A Guide to New York State Workers’ Compensation Laws

nys workers comp laws

Every day, workers become injured on the job. When an employer has workers’ compensation benefits, the employee who becomes hurt while performing job-related tasks can receive cash benefits. Unfortunately, obtaining workers’ compensation benefits can be complicated, especially if the employer or insurance company is uncooperative. Having a basic understanding of New York workers’ compensation laws can help you file your claim. The best thing you can do after becoming injured on the job is to discuss your case with an experienced New York workers’ compensation lawyer.

How Does Workers’ Compensation Work?

Under New York law, employees have a right to receive workers’ compensation benefits when they are acutely injured, contract illnesses, or develop an injury at the workplace. The purpose of providing workers compensation benefits is to help employees who were injured while on the job recover and return to gainful employment as soon as they can after an illness or injury. In exchange for receiving workers’ compensation benefits, employees give up the right to bring a lawsuit against their employer for negligence. 

The goal of workers’ compensation benefits is to protect workers and limit litigation fees. Unfortunately, workers do not always receive the total amount of guaranteed benefits under New York law. Even if it is clear that the employee was injured at work, insurance companies and employers may try to delay an employee’s claim to workers’ compensation or ignore it.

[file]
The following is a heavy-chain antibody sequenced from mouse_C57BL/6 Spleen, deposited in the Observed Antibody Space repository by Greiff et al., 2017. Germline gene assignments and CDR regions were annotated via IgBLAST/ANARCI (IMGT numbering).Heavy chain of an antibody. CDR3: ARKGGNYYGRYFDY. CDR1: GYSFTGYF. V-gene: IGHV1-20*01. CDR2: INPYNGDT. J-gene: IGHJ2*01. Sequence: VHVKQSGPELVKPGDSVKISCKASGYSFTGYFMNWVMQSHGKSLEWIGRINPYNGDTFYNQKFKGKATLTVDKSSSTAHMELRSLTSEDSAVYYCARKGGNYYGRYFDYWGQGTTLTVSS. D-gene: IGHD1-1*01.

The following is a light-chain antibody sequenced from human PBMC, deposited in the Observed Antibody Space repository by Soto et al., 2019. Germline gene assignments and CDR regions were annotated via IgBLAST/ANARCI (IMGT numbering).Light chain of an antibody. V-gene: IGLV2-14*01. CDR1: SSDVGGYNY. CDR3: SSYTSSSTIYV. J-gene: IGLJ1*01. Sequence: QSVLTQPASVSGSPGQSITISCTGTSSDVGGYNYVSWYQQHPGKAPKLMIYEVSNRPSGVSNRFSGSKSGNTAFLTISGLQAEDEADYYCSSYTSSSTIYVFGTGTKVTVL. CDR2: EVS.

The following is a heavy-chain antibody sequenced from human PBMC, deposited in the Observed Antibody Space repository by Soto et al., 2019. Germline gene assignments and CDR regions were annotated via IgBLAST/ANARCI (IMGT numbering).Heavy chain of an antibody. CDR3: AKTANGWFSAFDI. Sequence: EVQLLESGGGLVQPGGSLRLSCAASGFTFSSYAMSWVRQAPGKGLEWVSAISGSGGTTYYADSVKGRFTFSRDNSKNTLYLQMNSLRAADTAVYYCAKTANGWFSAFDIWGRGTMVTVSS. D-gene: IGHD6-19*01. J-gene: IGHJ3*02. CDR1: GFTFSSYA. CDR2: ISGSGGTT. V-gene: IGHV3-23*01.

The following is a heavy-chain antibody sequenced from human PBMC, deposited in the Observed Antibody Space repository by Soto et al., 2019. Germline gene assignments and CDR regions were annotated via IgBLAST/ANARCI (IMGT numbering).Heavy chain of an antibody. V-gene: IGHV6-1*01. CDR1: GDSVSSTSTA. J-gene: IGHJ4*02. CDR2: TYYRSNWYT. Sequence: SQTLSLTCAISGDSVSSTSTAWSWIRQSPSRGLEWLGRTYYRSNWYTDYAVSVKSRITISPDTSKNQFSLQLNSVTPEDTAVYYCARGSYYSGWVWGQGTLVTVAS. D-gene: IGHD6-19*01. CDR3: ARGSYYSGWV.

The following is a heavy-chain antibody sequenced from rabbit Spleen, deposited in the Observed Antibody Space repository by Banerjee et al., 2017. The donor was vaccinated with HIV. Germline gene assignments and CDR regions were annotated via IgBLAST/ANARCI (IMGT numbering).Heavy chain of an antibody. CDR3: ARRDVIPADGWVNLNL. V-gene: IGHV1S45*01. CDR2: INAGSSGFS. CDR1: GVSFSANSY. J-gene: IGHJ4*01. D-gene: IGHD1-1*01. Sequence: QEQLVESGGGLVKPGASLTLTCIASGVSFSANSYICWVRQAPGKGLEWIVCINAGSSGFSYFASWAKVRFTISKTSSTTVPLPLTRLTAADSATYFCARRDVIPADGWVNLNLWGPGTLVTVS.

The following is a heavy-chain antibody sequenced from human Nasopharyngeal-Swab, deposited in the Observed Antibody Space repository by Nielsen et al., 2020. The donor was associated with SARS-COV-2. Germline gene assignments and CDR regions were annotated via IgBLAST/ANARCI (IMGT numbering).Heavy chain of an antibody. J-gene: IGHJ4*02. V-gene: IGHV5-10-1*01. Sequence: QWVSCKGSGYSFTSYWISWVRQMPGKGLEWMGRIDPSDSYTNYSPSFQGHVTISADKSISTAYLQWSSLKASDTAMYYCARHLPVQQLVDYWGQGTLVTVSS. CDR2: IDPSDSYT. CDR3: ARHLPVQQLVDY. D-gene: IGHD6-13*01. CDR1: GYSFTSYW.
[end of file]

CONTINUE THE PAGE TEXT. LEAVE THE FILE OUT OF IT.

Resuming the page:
Am I Entitled to Workers’ Compensation?

Under New York state law, all employees who become injured on the job are entitled to workers’ compensation benefits. The cause of their injuries is not relevant. However, it can be difficult to obtain workers’ compensation benefits because insurance companies may deny your claim to avoid paying you. You will need to prove that your injury, illness, or disability occurred during your employment. The application process can also be challenging. If you were injured on the job and wondering if you are eligible for benefits, the employment lawyers at Stanley Law Offices are here to help.

 

Workers’ Compensation vs. a Personal Injury Lawsuit

Discussing your workers’ compensation case with the lawyer can help you protect your right to benefits. In some cases, bringing a lawsuit against your employer may be the better option. For example, filing a workers’ compensation lawsuit allows an employee to recover damages for all of their medical expenses, lost income, loss of future earning capacity, and any other financial damages they have suffered. Additionally, employees can recover damages for the pain and suffering they have endured from their injury in a personal injury lawsuit. There is no way for employees to recover damages for pain and suffering through a workers’ compensation claim.

 

What Type of Benefits Can I Receive Through Workers’ Compensation?